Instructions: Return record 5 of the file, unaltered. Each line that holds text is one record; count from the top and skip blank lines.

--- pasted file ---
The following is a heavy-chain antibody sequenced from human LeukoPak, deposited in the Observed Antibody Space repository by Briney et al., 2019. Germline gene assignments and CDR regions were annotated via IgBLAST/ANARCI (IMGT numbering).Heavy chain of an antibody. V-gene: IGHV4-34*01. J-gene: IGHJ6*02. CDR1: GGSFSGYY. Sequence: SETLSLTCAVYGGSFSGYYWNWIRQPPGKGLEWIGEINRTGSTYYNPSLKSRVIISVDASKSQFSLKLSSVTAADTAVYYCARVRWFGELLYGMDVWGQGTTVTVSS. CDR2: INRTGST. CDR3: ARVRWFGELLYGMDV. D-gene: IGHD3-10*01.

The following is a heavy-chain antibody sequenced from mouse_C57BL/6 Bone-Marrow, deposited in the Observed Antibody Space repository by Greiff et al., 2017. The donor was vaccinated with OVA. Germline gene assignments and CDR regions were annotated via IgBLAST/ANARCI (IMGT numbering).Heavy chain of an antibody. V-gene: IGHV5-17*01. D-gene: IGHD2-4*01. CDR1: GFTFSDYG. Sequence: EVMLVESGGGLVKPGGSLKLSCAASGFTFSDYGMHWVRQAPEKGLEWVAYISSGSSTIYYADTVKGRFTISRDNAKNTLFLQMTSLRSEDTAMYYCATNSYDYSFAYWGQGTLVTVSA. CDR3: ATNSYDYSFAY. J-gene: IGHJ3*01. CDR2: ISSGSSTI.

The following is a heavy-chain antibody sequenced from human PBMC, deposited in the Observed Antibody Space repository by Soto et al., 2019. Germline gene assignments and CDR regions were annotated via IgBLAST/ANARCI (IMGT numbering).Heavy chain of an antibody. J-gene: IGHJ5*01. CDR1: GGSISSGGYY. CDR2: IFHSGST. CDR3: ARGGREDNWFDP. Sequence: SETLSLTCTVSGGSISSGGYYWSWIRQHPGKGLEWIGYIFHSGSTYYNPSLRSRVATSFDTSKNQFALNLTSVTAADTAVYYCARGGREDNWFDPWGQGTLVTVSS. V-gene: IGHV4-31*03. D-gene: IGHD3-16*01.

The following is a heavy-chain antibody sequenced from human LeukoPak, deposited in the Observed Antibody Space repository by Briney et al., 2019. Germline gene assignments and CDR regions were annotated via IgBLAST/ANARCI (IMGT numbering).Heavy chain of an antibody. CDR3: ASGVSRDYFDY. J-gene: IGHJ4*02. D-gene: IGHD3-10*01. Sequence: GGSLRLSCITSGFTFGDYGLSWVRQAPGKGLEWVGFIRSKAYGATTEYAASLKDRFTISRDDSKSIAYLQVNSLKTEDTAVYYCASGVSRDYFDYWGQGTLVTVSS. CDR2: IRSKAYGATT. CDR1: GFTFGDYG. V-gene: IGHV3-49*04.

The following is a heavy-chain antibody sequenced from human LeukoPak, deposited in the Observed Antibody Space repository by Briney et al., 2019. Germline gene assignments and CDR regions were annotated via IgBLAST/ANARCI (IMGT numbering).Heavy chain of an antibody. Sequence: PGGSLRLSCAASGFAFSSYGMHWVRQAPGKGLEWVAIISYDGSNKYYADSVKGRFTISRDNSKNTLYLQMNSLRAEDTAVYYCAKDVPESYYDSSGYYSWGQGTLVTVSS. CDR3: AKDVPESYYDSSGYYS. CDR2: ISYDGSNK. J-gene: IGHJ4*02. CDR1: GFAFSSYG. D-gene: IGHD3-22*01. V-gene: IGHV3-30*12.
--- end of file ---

The following is a heavy-chain antibody sequenced from human LeukoPak, deposited in the Observed Antibody Space repository by Briney et al., 2019. Germline gene assignments and CDR regions were annotated via IgBLAST/ANARCI (IMGT numbering).Heavy chain of an antibody. Sequence: PGGSLRLSCAASGFAFSSYGMHWVRQAPGKGLEWVAIISYDGSNKYYADSVKGRFTISRDNSKNTLYLQMNSLRAEDTAVYYCAKDVPESYYDSSGYYSWGQGTLVTVSS. CDR3: AKDVPESYYDSSGYYS. CDR2: ISYDGSNK. J-gene: IGHJ4*02. CDR1: GFAFSSYG. D-gene: IGHD3-22*01. V-gene: IGHV3-30*12.